My keeper shelf for romance titles is only about 60-70 books (not counting Georgette Heyer books or authors like Austen), and that’s apt to change over time. I do have shelves of other keepers, including mysteries,. sci-fi, etc. But we cull those often, as well, since we have tight living quarters. E-books make sense with the tight space, but, as I said, I won’t buy the Agency books unless they drop the price pretty drastically, so I’m limited. The library is my friend.

    As an

    • Jean Wan says:

      Carrie: I don’t think that sort of offer would appeal to me very often. I won’t buy ebook published by the publishers involved in agency pricing. I rarely buy print books full price, and I only buy them if I can’t get them from the library. I read both print and ebooks, but I generally prefer print. There are some books, like The Iron Duke, that I bought in both formats (my husband wanted to read it on Kindle, he didn’t care for the cover), but mostly I buy ebooks when they are available inexpensively and I can either try a new author or replace a print book. I read about 250 books a year, so this means I still buy more books than most people, I just buy them with coupons, at used books stores, or when they are offered inexpensively on Kindle.
      My keeper shelf for romance titles is only about 60-70 books (not counting Georgette Heyer books or authors like Austen), and that’s apt to change over time. I do have shelves of other keepers, including mysteries,. sci-fi, etc. But we cull those often, as well, since we have tight living quarters. E-books make sense with the tight space, but, as I said, I won’t buy the Agency books unless they drop the price pretty drastically, so I’m limited. The library is my friend.As an

      I definitely agree – I rely heavily on the library, which is why my purchase quantity is so low. But I was thinking that the books I /do/ end up buying are keepers, or ones I’m banking on, and as such would like to have digitally as well.

  10. Jane A says:

    Yes, DRM-protected books potentially “disappearing” is a mark against (some) e-books, but I’ve noticed that I’ve hardly ever re-read a book, so the unlikely event of Amazon “going away” does not really bother me.

    And many authors and publishers sell e-books without DRM as well. I always go with that option if it’s available even if buying from Amazon is a litttle easier as you get the book directly delivered to the Kindle.

  11. Claudia says:

    I love your idea Jean:)
    I have thought about what you are suggesting for a while and I would definitely go for an option like that.
    Perhaps you don’t want all the books that you read in print (they do tend to accumulate) but having a digital copy of your favorite ones or your favorite authors it’s something I would love to have.
    In fact, as it is, if I really liked the electronic version of a book I tend to buy the hard copy, even if it is from a second hand source.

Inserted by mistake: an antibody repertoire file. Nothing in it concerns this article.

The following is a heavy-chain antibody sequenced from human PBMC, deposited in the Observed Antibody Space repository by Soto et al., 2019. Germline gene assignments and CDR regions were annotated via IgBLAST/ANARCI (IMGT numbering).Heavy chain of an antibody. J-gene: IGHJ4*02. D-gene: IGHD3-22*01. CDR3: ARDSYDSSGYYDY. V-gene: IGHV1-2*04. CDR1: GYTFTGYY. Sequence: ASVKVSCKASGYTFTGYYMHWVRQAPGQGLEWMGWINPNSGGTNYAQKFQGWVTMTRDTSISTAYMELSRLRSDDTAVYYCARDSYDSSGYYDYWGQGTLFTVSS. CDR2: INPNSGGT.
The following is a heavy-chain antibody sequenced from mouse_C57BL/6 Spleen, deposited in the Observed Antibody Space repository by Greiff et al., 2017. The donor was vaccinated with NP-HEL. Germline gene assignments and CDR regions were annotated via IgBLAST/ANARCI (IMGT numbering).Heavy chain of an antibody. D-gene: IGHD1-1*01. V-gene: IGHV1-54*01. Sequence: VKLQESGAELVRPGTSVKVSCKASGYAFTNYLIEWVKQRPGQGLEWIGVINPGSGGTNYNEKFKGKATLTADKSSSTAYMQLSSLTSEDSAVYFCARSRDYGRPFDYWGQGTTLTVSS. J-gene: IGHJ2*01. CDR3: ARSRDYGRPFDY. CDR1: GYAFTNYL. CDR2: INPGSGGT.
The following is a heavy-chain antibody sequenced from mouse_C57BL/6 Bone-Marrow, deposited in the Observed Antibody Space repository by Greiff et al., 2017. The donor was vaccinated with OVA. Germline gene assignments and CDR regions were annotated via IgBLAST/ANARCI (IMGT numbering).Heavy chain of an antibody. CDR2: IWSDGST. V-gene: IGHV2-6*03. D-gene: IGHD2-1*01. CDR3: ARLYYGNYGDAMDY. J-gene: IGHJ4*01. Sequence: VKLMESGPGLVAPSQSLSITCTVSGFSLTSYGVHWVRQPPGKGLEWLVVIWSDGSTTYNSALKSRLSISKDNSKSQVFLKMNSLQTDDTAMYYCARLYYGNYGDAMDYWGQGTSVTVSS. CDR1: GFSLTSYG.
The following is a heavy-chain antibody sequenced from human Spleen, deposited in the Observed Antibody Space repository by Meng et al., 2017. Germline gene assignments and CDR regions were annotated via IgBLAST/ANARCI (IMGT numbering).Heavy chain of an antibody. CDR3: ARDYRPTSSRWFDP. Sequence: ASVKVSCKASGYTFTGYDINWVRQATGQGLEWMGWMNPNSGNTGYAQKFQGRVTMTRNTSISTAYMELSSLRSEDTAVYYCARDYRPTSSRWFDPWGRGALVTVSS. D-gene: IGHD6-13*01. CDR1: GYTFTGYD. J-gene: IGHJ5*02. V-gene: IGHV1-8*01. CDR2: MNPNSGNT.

12. Louise says:

    I think that, if you look at it from the perspective of the publishers, they would make out on the deal. I would, as people have said, only pay the extra for the bundle if it is an author or book that I am anxious for. Therefore, the publisher would be getting a little extra from the devoted fans, but still be making the regular money from regular consumption. True, they wouldn’t be making money from people buying double copies (as I do with many of my favorites), but I think that for most authors, those people are such a small percentage that it really wouldn’t be a big consideration.

    Also, to Patricia, even if Amazon goes out of business, I still have the mobi copies of those books. Why would I need to make a claim to them as long as I store those copies somewhere safe (say, separate from my kindle or in computer storage)? I am not saying you are wrong, you just have me worried now and I am thinking that I may need to plan ahead! :)

  13. Elaine C. says:

    What if my Nook burns up in that fire, along with the 10,000 print books we own??? Storage is always a problem, but I prefer print books. :-)

  14. Elaine C. says:

    Also, what’s going to replace CD’s and DVD’s? I’m already technology challenged. :-(

  15. Elaine C. says:

    In the last few minutes I read an article from the MSN homepage entitled “Why aren’t e-books cheaper than paper?” In it a publishing spokesperson said e-books were going to go up fron the 9.99 price on Amazon. That’s scary. It is an interesting article.

    • Jean Wan says:

      Elaine C.: In the last few minutes I read an article from the MSN homepage entitled “Why aren’t e-books cheaper than paper?” In it a publishing spokesperson said e-books were going to go up fronthe 9.99 price on Amazon. That’s scary. It is an interesting article.

      I’ve thought about this, and it occurs to me that an argument could be made that since eBooks theoretically last forever, as long as the digital world survives, then they are worth more.

      • Jean Wan: